Devoted to the Propagation and Defense of New Testament Christianity
December 13, 1951

Clark -- Ambassador To What?

Herbert Fraser, Aurora, Colorado

The recent nomination of General Clark as ambassador to the Vatican is creating quite a flurry. Strong objections are being raised to the move, objections that have their origin in a keen desire to maintain separation of church and state in these United States. Those who defend the nomination reply that sending an ambassador to the Vatican would not endanger such separation, because Clark would not be sent to a church, but to a political state. Attempts to make a clear distinction between the religious and political natures of the Vatican are doomed to failure in the eyes of all who give the matter much thought. This will be dealt with somewhat in a later article. But, for the time being, we are perfectly willing to deal with the issue on the claim that the Vatican is a temporal power. Is the Vatican a political state? If so, what is its form of government, and who are the authorities in that government?

From the eighth century until 1870, with the exception of but a few years, there was a sizeable area under the temporal authority of the pope. At one time (1853) this amounted to over 17,000 square miles, with a population of over 3,000,000. These "Church States" were taken from the pope by Victor Emmanuel in 1870 and made a part of Italy. For nearly 60 years after this the pope was without temporal domains. Then, in 1929, by terms of the Lateran treaty with Italy, the pope was given dominion over an area totalling 108.7 acres. This area is called the Vatican. The inhabitants of the Vatican, from the pope on down, are not in any sense subject to the authority of the Italian government, but have a completely autonomous government. Plans are now being drawn to build a fleet of ocean going vessels, which will participate in an international convention. An air force is also being planned. Yes, we definitely agree with those who favor the Clark nomination that the Vatican is a political state. And it is this very truth that, when studied, can be made to prove very embarrassing to that political power and to others who endorse the Clark nomination.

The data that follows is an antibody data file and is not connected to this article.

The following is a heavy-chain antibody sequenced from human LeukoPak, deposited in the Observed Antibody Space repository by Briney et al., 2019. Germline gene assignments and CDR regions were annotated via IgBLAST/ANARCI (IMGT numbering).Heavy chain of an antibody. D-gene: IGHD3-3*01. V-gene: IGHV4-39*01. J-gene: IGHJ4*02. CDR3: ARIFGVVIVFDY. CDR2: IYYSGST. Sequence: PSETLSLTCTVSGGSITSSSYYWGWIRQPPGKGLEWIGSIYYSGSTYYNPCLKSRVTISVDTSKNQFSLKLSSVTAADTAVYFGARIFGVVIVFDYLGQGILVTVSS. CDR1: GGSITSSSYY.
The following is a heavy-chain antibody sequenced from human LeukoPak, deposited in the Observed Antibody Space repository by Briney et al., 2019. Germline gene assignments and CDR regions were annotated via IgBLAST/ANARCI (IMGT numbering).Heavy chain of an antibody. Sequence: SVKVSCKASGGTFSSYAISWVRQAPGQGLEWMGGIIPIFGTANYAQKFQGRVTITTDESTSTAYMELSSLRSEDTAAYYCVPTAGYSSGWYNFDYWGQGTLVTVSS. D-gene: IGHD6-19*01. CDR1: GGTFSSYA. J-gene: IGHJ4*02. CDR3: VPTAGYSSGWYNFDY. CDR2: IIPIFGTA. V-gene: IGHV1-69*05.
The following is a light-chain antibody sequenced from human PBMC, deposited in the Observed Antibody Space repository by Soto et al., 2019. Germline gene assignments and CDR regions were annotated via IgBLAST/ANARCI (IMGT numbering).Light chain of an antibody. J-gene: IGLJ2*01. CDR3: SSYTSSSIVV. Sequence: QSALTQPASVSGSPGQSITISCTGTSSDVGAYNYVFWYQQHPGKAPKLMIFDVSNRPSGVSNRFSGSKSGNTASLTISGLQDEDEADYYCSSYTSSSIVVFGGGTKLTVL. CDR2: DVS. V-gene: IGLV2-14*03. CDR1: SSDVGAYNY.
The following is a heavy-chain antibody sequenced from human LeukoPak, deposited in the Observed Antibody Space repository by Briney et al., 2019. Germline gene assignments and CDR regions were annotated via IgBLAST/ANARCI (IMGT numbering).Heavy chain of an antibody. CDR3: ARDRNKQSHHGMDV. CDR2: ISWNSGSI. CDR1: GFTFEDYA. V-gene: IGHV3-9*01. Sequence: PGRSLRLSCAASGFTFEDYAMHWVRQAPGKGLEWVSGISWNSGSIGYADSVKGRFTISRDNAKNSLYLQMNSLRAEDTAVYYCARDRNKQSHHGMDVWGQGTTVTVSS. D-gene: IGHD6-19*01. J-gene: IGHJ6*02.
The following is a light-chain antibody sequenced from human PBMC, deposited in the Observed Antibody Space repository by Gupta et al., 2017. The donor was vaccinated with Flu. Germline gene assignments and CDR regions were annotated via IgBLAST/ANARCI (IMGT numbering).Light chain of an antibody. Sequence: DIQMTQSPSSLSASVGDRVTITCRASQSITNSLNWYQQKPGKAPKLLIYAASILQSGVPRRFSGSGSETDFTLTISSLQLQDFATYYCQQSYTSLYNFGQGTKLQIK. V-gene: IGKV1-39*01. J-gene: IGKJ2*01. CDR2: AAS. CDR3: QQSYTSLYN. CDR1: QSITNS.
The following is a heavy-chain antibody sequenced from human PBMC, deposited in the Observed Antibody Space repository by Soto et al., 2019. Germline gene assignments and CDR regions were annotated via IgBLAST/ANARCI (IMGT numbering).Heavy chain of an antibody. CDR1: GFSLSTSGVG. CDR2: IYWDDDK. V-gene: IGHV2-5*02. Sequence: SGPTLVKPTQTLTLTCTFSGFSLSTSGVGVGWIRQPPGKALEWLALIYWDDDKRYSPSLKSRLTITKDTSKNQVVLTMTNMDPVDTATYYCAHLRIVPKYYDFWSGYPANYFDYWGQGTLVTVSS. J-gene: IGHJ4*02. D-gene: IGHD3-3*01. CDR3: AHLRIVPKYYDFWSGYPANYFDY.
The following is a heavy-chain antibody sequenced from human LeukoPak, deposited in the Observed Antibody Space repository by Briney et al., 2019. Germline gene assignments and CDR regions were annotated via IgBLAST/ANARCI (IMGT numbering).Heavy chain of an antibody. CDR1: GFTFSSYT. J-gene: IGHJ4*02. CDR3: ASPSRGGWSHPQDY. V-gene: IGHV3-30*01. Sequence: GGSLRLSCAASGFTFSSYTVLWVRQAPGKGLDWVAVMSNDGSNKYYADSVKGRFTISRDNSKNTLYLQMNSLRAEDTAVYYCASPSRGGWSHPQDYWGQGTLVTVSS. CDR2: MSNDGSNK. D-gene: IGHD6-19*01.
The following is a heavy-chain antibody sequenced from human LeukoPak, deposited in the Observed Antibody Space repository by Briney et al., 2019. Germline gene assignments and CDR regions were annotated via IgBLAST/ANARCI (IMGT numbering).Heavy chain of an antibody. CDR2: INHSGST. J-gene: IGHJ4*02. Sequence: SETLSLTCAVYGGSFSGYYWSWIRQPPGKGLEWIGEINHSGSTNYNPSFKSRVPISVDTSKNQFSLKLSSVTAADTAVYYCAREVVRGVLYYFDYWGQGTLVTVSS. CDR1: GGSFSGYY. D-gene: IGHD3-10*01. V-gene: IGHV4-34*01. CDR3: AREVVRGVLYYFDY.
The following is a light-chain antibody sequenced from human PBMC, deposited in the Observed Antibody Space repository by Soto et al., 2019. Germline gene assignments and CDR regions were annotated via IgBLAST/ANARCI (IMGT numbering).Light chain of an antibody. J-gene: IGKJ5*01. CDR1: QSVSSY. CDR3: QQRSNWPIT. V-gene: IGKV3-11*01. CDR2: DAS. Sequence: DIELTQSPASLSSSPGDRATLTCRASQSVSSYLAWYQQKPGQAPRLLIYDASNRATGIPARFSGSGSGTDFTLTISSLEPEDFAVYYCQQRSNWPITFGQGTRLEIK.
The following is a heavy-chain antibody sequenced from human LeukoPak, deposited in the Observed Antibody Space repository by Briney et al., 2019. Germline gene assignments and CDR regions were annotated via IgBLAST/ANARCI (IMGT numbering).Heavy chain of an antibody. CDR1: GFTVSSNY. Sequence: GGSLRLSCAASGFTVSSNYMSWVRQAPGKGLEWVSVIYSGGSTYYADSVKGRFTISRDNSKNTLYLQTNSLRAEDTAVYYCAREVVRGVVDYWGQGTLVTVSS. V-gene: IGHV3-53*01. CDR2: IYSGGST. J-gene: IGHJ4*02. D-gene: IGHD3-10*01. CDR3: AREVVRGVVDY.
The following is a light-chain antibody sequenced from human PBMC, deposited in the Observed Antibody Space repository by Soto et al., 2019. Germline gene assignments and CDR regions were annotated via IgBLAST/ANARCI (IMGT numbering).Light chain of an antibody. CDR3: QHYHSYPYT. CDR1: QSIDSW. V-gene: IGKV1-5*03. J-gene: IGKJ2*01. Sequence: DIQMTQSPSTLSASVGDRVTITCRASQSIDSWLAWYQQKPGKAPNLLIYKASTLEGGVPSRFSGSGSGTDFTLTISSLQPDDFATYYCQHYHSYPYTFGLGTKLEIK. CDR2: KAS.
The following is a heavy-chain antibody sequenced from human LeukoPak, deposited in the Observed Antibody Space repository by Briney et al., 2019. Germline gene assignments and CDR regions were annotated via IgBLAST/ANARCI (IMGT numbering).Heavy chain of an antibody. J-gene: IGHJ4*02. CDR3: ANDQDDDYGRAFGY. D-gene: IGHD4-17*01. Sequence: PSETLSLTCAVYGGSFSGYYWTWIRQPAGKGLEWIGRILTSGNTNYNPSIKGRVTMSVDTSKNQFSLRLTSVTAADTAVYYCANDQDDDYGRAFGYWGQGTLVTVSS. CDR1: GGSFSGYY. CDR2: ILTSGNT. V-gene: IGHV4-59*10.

Every political state has a political government. The civil authority of the Vatican is vested in the pope, who is an absolute monarch. Here is no limited monarchy, but one in which the one man exercises absolute, unlimited power over his domain. But two questions need to be studied regarding this potentate. How came he to be on the throne? And who are other key figures in the government of this sovereign power? There must be some recognized procedure by which a successor is to be chosen when a ruler dies. In some nations this is by natural inheritance—a son inherits the throne from his father. In other nations, however, the ruler is elected. This latter course is followed in the case of the ruler of the Vatican state. The ruler of the Vatican is an elected official but more important than this is the identity of the electors. The responsibility for electing the pope, the ruler of the Vatican state, falls solely to the college of Cardinals, a body of men never totaling more than 70 in number. And it should be noted that the pope becomes ruler of that political state altogether and solely because of having been selected as pope. The cardinals as surely elect a ruler of a political state as they elect a head of a religious movement! Further, all temporal rulers have advisers to assist them in conducting the affairs of state. These cardinals, the very ones who elect the ruler, serve as the chief advisers to that supreme pontiff. Their responsibility as advisers has to do with matters of a temporal nature as well as religious. These are facts that can be easily verified by consulting authoritative reference books, including the Catholic Encyclopedia. The cardinals are an integral part of the Vatican state!